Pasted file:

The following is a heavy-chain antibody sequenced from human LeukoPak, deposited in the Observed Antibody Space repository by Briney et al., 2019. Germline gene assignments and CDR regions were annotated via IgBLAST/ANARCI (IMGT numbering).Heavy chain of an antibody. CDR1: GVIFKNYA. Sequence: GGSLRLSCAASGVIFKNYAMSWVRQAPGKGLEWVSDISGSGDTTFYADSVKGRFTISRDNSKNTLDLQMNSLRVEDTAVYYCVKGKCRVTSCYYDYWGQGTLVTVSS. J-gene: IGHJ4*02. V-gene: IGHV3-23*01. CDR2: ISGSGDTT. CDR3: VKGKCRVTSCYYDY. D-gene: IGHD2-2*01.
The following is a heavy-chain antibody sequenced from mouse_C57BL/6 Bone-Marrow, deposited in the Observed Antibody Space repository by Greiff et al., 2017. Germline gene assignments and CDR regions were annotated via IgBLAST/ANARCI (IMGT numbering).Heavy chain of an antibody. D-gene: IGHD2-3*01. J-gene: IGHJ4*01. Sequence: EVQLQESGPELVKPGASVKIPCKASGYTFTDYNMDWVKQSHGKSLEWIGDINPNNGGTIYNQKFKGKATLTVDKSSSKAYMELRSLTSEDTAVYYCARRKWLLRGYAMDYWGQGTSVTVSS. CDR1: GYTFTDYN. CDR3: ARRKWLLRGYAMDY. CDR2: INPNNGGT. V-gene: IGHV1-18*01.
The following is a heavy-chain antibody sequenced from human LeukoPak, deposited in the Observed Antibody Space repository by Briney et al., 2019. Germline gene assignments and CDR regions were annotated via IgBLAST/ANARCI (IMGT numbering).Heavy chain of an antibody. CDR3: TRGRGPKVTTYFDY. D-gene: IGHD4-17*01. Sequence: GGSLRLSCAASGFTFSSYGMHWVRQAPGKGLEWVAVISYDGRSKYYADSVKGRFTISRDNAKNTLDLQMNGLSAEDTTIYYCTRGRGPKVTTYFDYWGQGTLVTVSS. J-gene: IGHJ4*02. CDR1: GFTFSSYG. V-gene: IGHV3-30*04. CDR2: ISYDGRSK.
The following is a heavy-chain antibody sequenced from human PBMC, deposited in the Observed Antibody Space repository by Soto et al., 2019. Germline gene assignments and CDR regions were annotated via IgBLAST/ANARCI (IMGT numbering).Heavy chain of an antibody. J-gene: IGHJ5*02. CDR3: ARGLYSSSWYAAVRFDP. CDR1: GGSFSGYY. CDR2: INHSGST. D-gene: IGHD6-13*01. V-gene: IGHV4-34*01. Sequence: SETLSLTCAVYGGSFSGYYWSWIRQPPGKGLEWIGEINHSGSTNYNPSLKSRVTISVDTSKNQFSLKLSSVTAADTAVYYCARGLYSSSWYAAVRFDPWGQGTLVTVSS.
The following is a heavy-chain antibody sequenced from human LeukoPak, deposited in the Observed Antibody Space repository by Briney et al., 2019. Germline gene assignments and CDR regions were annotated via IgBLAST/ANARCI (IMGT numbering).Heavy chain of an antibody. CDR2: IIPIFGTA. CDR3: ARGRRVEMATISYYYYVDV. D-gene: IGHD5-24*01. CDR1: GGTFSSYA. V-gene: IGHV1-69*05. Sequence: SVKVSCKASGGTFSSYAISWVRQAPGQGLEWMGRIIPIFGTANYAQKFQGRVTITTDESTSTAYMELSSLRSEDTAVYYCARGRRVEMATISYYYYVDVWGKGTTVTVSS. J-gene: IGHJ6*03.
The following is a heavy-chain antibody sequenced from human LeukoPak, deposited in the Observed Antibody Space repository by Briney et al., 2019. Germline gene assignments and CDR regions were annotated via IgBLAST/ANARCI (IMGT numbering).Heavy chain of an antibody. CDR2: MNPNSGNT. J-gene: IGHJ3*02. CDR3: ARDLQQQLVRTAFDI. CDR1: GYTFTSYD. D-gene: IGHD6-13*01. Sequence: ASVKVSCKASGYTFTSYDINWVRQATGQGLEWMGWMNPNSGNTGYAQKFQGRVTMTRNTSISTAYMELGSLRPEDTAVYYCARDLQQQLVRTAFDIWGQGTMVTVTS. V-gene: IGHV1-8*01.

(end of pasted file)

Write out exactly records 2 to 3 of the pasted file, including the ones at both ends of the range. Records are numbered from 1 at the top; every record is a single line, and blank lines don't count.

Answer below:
The following is a heavy-chain antibody sequenced from mouse_C57BL/6 Bone-Marrow, deposited in the Observed Antibody Space repository by Greiff et al., 2017. Germline gene assignments and CDR regions were annotated via IgBLAST/ANARCI (IMGT numbering).Heavy chain of an antibody. D-gene: IGHD2-3*01. J-gene: IGHJ4*01. Sequence: EVQLQESGPELVKPGASVKIPCKASGYTFTDYNMDWVKQSHGKSLEWIGDINPNNGGTIYNQKFKGKATLTVDKSSSKAYMELRSLTSEDTAVYYCARRKWLLRGYAMDYWGQGTSVTVSS. CDR1: GYTFTDYN. CDR3: ARRKWLLRGYAMDY. CDR2: INPNNGGT. V-gene: IGHV1-18*01.
The following is a heavy-chain antibody sequenced from human LeukoPak, deposited in the Observed Antibody Space repository by Briney et al., 2019. Germline gene assignments and CDR regions were annotated via IgBLAST/ANARCI (IMGT numbering).Heavy chain of an antibody. CDR3: TRGRGPKVTTYFDY. D-gene: IGHD4-17*01. Sequence: GGSLRLSCAASGFTFSSYGMHWVRQAPGKGLEWVAVISYDGRSKYYADSVKGRFTISRDNAKNTLDLQMNGLSAEDTTIYYCTRGRGPKVTTYFDYWGQGTLVTVSS. J-gene: IGHJ4*02. CDR1: GFTFSSYG. V-gene: IGHV3-30*04. CDR2: ISYDGRSK.